Examining your feelings about your place in your business will often reveal insecurities about your team or your insecurities about the expectations of clients or other stakeholders.
So ask yourself – can you train up that member of the team that you’re not confident in over the next year? No? Can you hire someone who does have the right level of experience? Or can you hire a consultant to oversee this area of the business on an interim basis? How much extra work would your business need to build to make that hire possible? How many more sales would you need each month to afford that wage or that consultancy fee? What marketing will you need to do to achieve those sales?
If the perception from your clients is that you need to be present to maintain standards – Can you highlight the excellent work of your team member to clients who perceive your team as less experienced? Over the coming year, can you ensure that the client slowly deals more and more with your team rather than you? Can your team take that client out for lunch without you to build a personal relationship?
The question always remains…but what if something goes wrong? And inevitably something will always go wrong, at least those first few times you take time away. The important thing is to learn from those issues and address them for the next time.
Make sure the people you’re leaving behind have the skill and the authority to deal with problems.
This might mean creating a series of checklists or “how to” guides for your team.
Also, there should be a defined follow up process for issues that arise during your break. A set date for when you will return, rules around the circumstances when you can be contacted (which should eventually be “under no circumstances”) and how many days after your return will issues be responded to.
Finally, consider the incredible opportunities that technology now gives us. If your team’s workload is an issue there are tools and resources online that cut down on many administrative tasks and automate simple processes at the touch of a button. If you’re interested, we’d be happy to discuss the tools we use to lighten the load at Cloud360.
3. Plan the money
Now that you’ve opened your mind to the possibility of four weeks away from your business and started planning around the people requirements and processes, how do you actually afford it?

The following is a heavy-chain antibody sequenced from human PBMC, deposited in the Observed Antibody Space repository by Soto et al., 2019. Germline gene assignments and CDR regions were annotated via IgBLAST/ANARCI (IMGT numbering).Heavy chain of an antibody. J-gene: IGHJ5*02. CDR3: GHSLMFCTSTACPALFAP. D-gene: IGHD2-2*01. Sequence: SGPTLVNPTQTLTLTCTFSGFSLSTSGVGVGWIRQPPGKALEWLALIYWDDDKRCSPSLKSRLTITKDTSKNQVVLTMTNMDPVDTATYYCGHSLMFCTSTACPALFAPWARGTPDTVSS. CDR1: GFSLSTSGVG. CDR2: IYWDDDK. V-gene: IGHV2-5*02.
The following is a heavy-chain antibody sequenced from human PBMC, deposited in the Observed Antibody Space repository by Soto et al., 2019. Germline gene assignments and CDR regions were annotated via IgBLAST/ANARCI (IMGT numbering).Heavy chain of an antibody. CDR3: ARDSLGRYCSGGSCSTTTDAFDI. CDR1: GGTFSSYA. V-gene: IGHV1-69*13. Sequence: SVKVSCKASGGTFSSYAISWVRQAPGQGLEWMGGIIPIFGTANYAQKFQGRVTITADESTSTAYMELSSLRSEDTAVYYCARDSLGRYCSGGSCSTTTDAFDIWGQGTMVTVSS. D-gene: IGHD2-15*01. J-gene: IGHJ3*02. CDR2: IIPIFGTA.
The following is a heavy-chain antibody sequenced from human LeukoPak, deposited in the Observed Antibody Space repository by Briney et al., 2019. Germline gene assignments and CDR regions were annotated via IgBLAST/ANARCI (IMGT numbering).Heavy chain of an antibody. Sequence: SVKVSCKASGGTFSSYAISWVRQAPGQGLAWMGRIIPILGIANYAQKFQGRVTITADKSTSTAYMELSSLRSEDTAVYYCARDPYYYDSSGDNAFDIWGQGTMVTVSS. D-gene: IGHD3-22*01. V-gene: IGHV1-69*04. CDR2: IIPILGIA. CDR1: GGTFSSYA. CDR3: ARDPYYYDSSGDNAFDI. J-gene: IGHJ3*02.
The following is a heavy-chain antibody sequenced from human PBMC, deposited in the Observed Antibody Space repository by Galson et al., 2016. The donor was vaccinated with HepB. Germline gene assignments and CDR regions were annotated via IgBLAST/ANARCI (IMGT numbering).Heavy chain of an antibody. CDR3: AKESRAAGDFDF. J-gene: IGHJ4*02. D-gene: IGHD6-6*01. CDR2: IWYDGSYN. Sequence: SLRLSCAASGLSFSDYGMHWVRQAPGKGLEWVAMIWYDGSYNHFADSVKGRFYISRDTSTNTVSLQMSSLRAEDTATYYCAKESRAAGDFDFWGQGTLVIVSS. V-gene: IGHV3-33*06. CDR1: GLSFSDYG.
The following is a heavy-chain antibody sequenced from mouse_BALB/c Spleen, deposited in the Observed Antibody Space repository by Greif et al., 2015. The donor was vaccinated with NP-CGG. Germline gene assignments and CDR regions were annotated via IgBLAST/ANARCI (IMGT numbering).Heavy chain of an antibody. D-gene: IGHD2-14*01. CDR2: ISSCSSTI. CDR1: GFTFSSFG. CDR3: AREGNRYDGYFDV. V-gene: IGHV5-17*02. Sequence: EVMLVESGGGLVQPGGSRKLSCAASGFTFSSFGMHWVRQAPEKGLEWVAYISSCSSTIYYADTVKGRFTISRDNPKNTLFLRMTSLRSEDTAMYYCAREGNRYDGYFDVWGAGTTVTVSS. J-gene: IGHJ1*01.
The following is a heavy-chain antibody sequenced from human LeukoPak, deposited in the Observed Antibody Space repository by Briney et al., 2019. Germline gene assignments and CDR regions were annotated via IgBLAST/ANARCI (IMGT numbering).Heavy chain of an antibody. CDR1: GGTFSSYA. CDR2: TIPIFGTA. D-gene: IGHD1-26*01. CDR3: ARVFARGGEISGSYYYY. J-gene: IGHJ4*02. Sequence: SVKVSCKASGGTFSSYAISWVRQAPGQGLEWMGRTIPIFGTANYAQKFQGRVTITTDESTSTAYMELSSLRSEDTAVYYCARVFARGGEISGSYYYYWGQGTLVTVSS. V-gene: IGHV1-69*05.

As well as personal budgeting (actually paying for that all expenses resort or cruise), how do you plan for potentially lower revenues for the month you’re away or the potential impact over several months?
Can you drive more sales at other times of the year? Take your time away in the quietest part of the year to minimise impact.
We recently hosted a webinar on 7 Ways to Grow Your Business which gives you seven tools to generate more sales for your company. You can watch a recording of this hour-long session for FREE by joining our mailing list today.
In terms of having the money to pay for your holiday, should you take that as a bonus or as dividends? Your accountant will be able to advise you on the most tax-efficient way of planning for this.
If you run the financial side of your business and aren’t confident that payroll or credit control or tax will be dealt with properly, look at outsourcing this function. At Cloud360 we act as an outsourced finance team for multiple businesses. We can take over this entire function of your business and create incredible efficiencies that make business sense all year round but are particularly reassuring when you’re taking time away.
In summary, planning a hypothetical four weeks away from your business is the key to taking a week or a fortnight away without guilt, fear or remorse! You may still need to “keep an eye on things” the first time you take significant time away but if you learn from those issues, and improve your people and processes for next time, that hypothetical four week holiday could soon become a reality!